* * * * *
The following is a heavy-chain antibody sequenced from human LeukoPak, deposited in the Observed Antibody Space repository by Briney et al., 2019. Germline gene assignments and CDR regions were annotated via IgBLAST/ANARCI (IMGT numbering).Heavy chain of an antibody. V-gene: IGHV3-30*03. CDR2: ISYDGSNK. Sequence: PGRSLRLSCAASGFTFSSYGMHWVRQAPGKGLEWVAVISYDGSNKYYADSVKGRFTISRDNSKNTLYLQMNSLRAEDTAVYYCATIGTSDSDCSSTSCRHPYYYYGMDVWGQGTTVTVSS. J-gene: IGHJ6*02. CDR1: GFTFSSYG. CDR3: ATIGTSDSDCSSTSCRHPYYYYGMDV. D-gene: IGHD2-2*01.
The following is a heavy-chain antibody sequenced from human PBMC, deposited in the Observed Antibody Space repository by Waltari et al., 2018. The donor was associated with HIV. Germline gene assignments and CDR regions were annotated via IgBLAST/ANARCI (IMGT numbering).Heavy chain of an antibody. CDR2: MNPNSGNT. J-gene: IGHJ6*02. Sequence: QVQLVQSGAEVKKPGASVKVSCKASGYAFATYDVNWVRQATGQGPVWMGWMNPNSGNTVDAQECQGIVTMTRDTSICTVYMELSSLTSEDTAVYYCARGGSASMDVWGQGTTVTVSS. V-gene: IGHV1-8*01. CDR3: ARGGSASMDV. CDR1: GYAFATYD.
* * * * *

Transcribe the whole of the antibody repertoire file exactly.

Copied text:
The following is a heavy-chain antibody sequenced from human LeukoPak, deposited in the Observed Antibody Space repository by Briney et al., 2019. Germline gene assignments and CDR regions were annotated via IgBLAST/ANARCI (IMGT numbering).Heavy chain of an antibody. V-gene: IGHV3-30*03. CDR2: ISYDGSNK. Sequence: PGRSLRLSCAASGFTFSSYGMHWVRQAPGKGLEWVAVISYDGSNKYYADSVKGRFTISRDNSKNTLYLQMNSLRAEDTAVYYCATIGTSDSDCSSTSCRHPYYYYGMDVWGQGTTVTVSS. J-gene: IGHJ6*02. CDR1: GFTFSSYG. CDR3: ATIGTSDSDCSSTSCRHPYYYYGMDV. D-gene: IGHD2-2*01.
The following is a heavy-chain antibody sequenced from human PBMC, deposited in the Observed Antibody Space repository by Waltari et al., 2018. The donor was associated with HIV. Germline gene assignments and CDR regions were annotated via IgBLAST/ANARCI (IMGT numbering).Heavy chain of an antibody. CDR2: MNPNSGNT. J-gene: IGHJ6*02. Sequence: QVQLVQSGAEVKKPGASVKVSCKASGYAFATYDVNWVRQATGQGPVWMGWMNPNSGNTVDAQECQGIVTMTRDTSICTVYMELSSLTSEDTAVYYCARGGSASMDVWGQGTTVTVSS. V-gene: IGHV1-8*01. CDR3: ARGGSASMDV. CDR1: GYAFATYD.